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Cascading Style Sheets (CSS)

The point of CSS (Cascading Style Sheets) is to separate “presentation” (CSS) from “content” (HTML). The separation of a document’s content and its presentation is a popular tech-design philosophy/methodology. It means you can display the same content (HTML) in different ways (w/different styles) for different contexts: laptops, smart phones, in print, on a braille tactile device, etc. It also means a text-to-speech app can understand what’s “content” && what’s not and reader-views/apps can override the default CSS and use alternative “presentations”. Depending on how you implement your CSS, it also enables you to make site-wide changes in a single document which can make updating (even redesigning the entire aesthetic) a site drastically easier.

CSS

CSS Rules: selectors and declarations

A CSS "rule" (colloquially referred to as a CSS “class”) contains two parts, a selector which specifies which element(s) the rules will be applied to and a { declaration block }, surrounded by curly brackets, which specifies how the element should be styled.

The declaration is split in two parts, the property which indicates the aspect of the element you want to change (ex: color, font, width, border) and the value which is the setting you want to use for that specific property.

CSS Rule

The example above uses a type selector, which means it will apply the rules to every <a> tag on the page. You can apply the same rule to multiple elements by including them in a comma separated list with in the selector. For example h1, h2, h3 { color: purple; } will change the color of all the <h1>, <h2> and <h3> tags on the page to purple.

There are many other kinds of selectors which give you different ways of targeting specific elements to apply your CSS rules to. The most common selector is likely to be the class selector which targets any element whose class attribute’s value matches that of the class name.

CSS class

Selectors can also be followed by pseudo-classes, which specify a particular “state” the element can be in. The example below shows a very common use of the :hoverpseudo-class.

CSS class

Similarly, selector’s can also be followed by pseudo-elements ( :: instead of : ), rather then specify a special state, pseudo-elements target a specific part of the targeted element, for example p::first-letter { font-size:32px; } will make the first letter of every <p> element 32px. A full list of pseudo-classes is available on the mozilla developer network as well as a full list of pseudo-elements. You can also find a list of every CSS selector and property in CSS-Tricks.com's almanac.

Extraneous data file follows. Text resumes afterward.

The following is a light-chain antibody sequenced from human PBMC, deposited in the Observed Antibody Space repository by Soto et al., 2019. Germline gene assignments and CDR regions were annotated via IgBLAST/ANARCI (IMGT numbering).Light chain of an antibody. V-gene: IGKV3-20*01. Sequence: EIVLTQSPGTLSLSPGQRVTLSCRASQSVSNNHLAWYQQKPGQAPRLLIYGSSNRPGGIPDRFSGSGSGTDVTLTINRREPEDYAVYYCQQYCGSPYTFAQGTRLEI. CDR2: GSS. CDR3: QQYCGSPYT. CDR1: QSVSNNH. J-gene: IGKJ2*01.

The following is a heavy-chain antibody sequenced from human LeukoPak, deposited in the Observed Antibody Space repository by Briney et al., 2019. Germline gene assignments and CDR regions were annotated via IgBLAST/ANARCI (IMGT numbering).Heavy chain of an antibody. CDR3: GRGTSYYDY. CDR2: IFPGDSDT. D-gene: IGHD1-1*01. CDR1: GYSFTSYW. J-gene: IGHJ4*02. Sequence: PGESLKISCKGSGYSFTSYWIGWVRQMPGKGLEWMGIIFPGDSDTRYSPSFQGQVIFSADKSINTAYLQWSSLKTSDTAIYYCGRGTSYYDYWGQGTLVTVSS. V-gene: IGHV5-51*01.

Adding CSS to your HTML page

Inline Styles

There are three different ways to incorporate CSS code to your site, the first is inline, which is generally discouraged. With this method you don’t write a selector, instead you type CSS properties and values directly into the HTML tag as a value of its style attribute. This can be helpful when trying to hack around some peculiar situation.

	<div style="font-size:24px;color:white;"> hello there! </div>

Internal CSS

The second way to include CSS rules is internally, via <style> tags (which go inside the head). Though it’s generally best to use the third method (external stylesheet), there are times where you might need to apply a CSS class to only one page on your site or you might have a simple single-page website and want to cut down on requests to the server by keeping all the code in a single HTML file.

  <head>

    <style>
      /* CSS code could go here */
    </style>

  </head>

External CSS

The third approach of an external (or linked) stylesheet is generally considered the best-practice. Here we write all our CSS rules in a separate document (known as a stylesheet) saved with a .css and then attached (or included) in the head of your HTML page via a <link> tag. The link tag needs to include two attributes, an href with the path to your .css file and a rel with the value of stylesheet, this specifies the “relationship” between the page and the file being linked to (this is important because there are other files you might want to link to with a different relationship to the page, for example a favicon).

  /*
	   assuming this is inside a file called "styles.css"
	   which is inside a folder called "css"
	*/
	a {
		color: #ff00ff;
		text-decoration: none;
	}

	.info {
		font-family: sans-serif;
		font-size: 12px;
		color: #555;
	}
<!-- assuming this is in an html file -->
	<head>
		<link href="css/styles.css" rel="stylesheet">
	</head>

You often see a third attribute in link tags, the type attribute. When linking to a stylesheet the type should be set to “text/css” (but these days this isn’t really necessary). You can link more than one stylesheet to your page, developers often do this in order to keep their stylesheets modular.

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